Travellers returning from France must now self-isolate for 14 days as new quarantine restrictions have come into force.
Tens of thousands of British tourists in France joined a desperate scramble to return in time to avoid 14-day self-isolation rules which took effect from 4am today.
People snapped up the last available tickets for planes, trains and ferries back to the UK, with some airlines facing heavy criticism over significant price rises.
And while many of those who did manage to find means of transport into the country had to pay increased rates, others were faced with huge online queues.
Consumer expert Rory Boland of Which? magazine condemned the “cynical behaviour” of some airlines, and urged reform of the travel industry.
The travel editor at the consumer magazine said: “We’ve seen some airlines hiking prices for people scrambling to get home from France, while also refusing to refund or offer flexibility to those in the UK who can no longer take their holiday by claiming schedules are operating as normal – despite government advice against all but essential travel.
“The cynical behaviour of certain carriers has a knock-on effect for package operators, who are struggling to refund passengers when they cannot claw back their money from the airlines.
“The impact on trust in the travel industry has been devastating.
“This reinforces why major reform of the travel sector is needed to put the travelling public first – including giving the CAA (Civil Aviation Authority) the powers it needs to act swiftly and effectively against airlines playing fast and loose with the rules.”
Some airfares were more than six times as expensive as those just 24 hours later.
British Airways had tickets for sale for a flight from Paris to London Heathrow on Friday night costing £452 – compared to £66 for the same journey on Saturday.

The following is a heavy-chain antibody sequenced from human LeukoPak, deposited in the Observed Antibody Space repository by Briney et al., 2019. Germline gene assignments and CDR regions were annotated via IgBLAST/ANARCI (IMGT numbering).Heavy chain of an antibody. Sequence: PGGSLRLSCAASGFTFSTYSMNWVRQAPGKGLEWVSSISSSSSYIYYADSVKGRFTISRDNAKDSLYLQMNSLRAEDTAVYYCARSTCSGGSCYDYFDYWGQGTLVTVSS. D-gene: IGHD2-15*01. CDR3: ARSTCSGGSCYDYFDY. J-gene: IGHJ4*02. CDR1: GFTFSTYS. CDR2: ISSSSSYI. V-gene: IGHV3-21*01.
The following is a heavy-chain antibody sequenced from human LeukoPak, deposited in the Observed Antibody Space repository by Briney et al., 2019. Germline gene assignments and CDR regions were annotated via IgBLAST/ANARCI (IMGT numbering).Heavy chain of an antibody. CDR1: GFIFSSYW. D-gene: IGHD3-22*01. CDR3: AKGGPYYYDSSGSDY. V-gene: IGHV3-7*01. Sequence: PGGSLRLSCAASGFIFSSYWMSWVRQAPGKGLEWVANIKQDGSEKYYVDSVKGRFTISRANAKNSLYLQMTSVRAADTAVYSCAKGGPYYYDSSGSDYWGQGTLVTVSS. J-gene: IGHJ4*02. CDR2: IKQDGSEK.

Meanwhile, Eurotunnel Le Shuttle, the train service which carries vehicles through the Channel Tunnel, was fully booked on Friday.
A spokesman revealed 12,000 people tried to book tickets in the hour after the new rules were announced at around 10pm on Thursday, compared with just hundreds normally.
Those trying to book Eurostar tickets online logged in to find they were in virtual queues of more than 3,000 people at times.
Among them was Stephanie Thiagharajah, who cut short her trip to France to return home to Kent
“The Eurostar was full of families, scared to be quarantined, they were definitely annoyed,” she said.
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The cheapest available Eurostar ticket for a train from Paris to London was £210. Those for Saturday were £165.
Stuart and Anna Buntine paid almost £1,000 on tickets home via Eurostar from Burgundy, central France.
Mr Buntine, 58, said: “We couldn’t get tickets, all the sites had crashed… we had to buy business class tickets back today so it’s cost nearly £1,000.”
Mrs Buntine added: “We left here with our eyes (open) knowing that it was a possibility, so we decided we’d take that risk.”
Transport Secretary Grant Shapps earlier argued the government had taken “a practical approach” to the new restrictions.
The government said the measure was imposed due to rising numbers of coronavirus cases in France.
Travellers returning to or visiting the UK from the Netherlands, Monaco, Malta, Turks & Caicos and Aruba also face the same restrictions.
A traveller who gave her name as Sonata K said she had abandoned plans to go to Paris on the Eurostar for four nights with her mother – after learning of the new rules at London’s St Pancras station on Friday morning.
The 39-year-old dentist said: “It’s not worth it to go out and have to self-isolate.
“With my work I can’t do the procedures from home. We were too late to get the news, we’re just finding out here but it’s better than on the train.”
And Dyan Crowther, chief executive of the HS1 high-speed London to Channel Tunnel rail link, said it was “heartbreaking” seeing families forced to cancel holiday plans and spend hundreds of pounds rushing home.
“People want certainty, they want to know that they can go away without having to worry about what the world will look like when they return,” she said.
A spokeswoman for travel trade organisation ABTA said the government’s quarantine policy would “result in livelihoods being lost unless it can step in with tailored support for the travel industry”.